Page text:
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Herbalife lead levels draw attention

By Shane Starling , 19-May-2008

Supplements manufacturer Herbalife has been accused of exceeding lead limits established under California's controversial Proposition 65 regulations.

Californian-based Fraud Discovery Institute (FDI) said Herbalife's products were analyzed by independent laboratories in Switzerland and Israel and both found the weight loss products to be in excess of permitted limits for lead. "These products are a hazard to public health and should not be on the market," FDI founder and president Barry Minkow told NutraIngredients-USA.com. "We tested six products and they all turned in the same level-breaking results." Releases from one of the laboratories - Analytical Labs - confirmed FDI's statement and can be viewed here . FDI derives revenue from the sale of books and recorded materials but does not receive payment for its investigations, although it recently was awarded $150,000 for court costs after it won a case against another supplements manufacturer. Founder Minkow was heavily involved in prosecutions against companies supplying ephedra products in the lead up to the herb being banned in 2004. He said Herbalife's products were in breach of permitted levels by several multiples and that manufacturing error or naturally present levels of contaminants could not be blamed for the transgressions. Herbalife was unavailable for comment by publication time for this story. "The worst thing is that they have been warned several times about this and they have done nothing and so we thought it was appropriate to go public with these results." said Minkow. Proposition 65 has been criticized for setting unrealistic levels for more than 800 potential contaminants and being out of kilter with federal law, but Minkow said while there was some truth in that idea, it didn't explain Herbalife's breaches. "This is especially troubling," stated Minkow, "because Herbalife, a California-based company, faces the toughest scrutiny in the country under the California-based Proposition 65." Bounty hunters However, Proposition 65 has been criticized for encouraging private enforcement actions against food and supplement makers - said by attorneys Sedgwick Detert Moran & Arnold to be "bounty-hunter tactics". "In the view of many, Proposition 65 permits legalized extortion of the business community by private enforcers, who retain 25 per cent of civil penalty as well as all attorneys fees and costs," said Carol Brophy, of Sedgwick Detert Moran & Arnold. Proposition 65 was enacted in 1986 and listed more than 800 chemicals and chemical families known to the state to cause cancer or reproductive toxicity. One company, Swanson Health Products, recently filed a petition with the FDA stating it is in conflict with federal law and requesting a full investigation into the law's status and ongoing workability.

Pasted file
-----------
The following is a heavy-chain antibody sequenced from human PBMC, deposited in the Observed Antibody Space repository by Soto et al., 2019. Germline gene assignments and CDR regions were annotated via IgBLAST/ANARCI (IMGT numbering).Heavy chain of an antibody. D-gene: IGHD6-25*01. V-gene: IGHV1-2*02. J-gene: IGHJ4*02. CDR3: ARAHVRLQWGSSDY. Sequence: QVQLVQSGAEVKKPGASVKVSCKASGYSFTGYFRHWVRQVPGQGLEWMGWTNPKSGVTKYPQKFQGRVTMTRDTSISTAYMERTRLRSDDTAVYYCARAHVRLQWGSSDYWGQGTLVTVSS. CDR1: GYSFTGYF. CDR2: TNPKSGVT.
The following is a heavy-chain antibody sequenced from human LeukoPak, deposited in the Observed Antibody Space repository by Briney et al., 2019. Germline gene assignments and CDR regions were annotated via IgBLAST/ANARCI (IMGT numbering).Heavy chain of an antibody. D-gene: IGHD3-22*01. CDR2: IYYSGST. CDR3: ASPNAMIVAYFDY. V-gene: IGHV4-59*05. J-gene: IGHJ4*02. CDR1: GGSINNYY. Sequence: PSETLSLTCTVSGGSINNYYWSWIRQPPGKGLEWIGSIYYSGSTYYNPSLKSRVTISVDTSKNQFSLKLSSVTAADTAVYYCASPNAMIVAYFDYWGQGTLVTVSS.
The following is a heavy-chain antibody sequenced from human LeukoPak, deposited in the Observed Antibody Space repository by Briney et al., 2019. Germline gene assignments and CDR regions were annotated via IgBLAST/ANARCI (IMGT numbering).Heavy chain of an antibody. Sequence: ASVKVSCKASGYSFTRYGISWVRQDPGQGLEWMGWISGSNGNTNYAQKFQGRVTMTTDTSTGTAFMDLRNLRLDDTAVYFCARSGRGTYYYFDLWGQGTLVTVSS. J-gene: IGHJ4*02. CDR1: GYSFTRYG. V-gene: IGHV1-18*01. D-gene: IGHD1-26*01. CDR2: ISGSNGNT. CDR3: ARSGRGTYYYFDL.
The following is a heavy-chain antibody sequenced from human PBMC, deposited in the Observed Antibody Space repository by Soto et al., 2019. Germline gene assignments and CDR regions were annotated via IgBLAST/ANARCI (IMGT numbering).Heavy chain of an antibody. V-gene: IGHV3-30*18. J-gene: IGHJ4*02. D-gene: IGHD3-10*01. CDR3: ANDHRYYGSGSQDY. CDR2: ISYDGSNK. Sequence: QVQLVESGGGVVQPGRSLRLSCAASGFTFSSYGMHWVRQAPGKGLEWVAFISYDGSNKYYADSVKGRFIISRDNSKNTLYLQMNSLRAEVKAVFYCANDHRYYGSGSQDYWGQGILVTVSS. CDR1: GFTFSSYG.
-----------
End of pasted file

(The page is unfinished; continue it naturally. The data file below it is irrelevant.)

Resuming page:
In the petition, the company said nearly all foods and dietary supplements contained detectable levels of one or more of the 800 listed chemicals, since these chemicals occur naturally in the environment and cannot be removed.

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